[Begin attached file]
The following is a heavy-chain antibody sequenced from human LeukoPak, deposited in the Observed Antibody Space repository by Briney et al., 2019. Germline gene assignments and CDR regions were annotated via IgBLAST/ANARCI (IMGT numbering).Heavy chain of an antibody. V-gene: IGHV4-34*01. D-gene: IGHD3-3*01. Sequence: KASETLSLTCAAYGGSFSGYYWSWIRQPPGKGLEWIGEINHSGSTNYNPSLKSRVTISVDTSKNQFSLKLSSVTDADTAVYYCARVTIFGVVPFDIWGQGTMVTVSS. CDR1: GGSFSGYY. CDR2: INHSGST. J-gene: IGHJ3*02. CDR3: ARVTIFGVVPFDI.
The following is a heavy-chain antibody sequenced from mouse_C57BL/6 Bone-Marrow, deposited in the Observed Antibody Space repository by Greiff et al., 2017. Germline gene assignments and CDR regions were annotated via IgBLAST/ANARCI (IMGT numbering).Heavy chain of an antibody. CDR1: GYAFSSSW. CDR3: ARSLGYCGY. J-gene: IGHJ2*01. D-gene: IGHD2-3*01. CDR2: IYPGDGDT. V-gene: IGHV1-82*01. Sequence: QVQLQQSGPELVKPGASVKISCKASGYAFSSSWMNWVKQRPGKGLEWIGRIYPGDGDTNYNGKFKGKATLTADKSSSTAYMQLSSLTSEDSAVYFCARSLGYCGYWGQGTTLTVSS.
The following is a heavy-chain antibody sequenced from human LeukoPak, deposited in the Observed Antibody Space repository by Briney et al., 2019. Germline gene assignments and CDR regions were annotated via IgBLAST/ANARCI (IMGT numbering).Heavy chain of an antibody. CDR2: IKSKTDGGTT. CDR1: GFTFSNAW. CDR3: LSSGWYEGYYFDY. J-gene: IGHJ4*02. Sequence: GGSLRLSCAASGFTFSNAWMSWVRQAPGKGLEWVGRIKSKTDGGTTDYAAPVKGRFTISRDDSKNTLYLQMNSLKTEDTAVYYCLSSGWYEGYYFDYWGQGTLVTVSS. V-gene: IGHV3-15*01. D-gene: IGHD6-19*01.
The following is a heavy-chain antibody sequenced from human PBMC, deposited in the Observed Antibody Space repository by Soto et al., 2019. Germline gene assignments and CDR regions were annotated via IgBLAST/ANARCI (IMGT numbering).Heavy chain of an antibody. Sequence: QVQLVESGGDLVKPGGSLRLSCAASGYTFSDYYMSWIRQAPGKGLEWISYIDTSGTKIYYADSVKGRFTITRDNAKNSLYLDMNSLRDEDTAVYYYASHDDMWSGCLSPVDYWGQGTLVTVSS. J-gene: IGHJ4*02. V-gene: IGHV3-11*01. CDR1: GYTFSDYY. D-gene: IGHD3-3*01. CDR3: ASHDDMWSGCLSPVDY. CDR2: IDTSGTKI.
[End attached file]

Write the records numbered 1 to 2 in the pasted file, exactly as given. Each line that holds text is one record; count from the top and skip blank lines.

The following is a heavy-chain antibody sequenced from human LeukoPak, deposited in the Observed Antibody Space repository by Briney et al., 2019. Germline gene assignments and CDR regions were annotated via IgBLAST/ANARCI (IMGT numbering).Heavy chain of an antibody. V-gene: IGHV4-34*01. D-gene: IGHD3-3*01. Sequence: KASETLSLTCAAYGGSFSGYYWSWIRQPPGKGLEWIGEINHSGSTNYNPSLKSRVTISVDTSKNQFSLKLSSVTDADTAVYYCARVTIFGVVPFDIWGQGTMVTVSS. CDR1: GGSFSGYY. CDR2: INHSGST. J-gene: IGHJ3*02. CDR3: ARVTIFGVVPFDI.
The following is a heavy-chain antibody sequenced from mouse_C57BL/6 Bone-Marrow, deposited in the Observed Antibody Space repository by Greiff et al., 2017. Germline gene assignments and CDR regions were annotated via IgBLAST/ANARCI (IMGT numbering).Heavy chain of an antibody. CDR1: GYAFSSSW. CDR3: ARSLGYCGY. J-gene: IGHJ2*01. D-gene: IGHD2-3*01. CDR2: IYPGDGDT. V-gene: IGHV1-82*01. Sequence: QVQLQQSGPELVKPGASVKISCKASGYAFSSSWMNWVKQRPGKGLEWIGRIYPGDGDTNYNGKFKGKATLTADKSSSTAYMQLSSLTSEDSAVYFCARSLGYCGYWGQGTTLTVSS.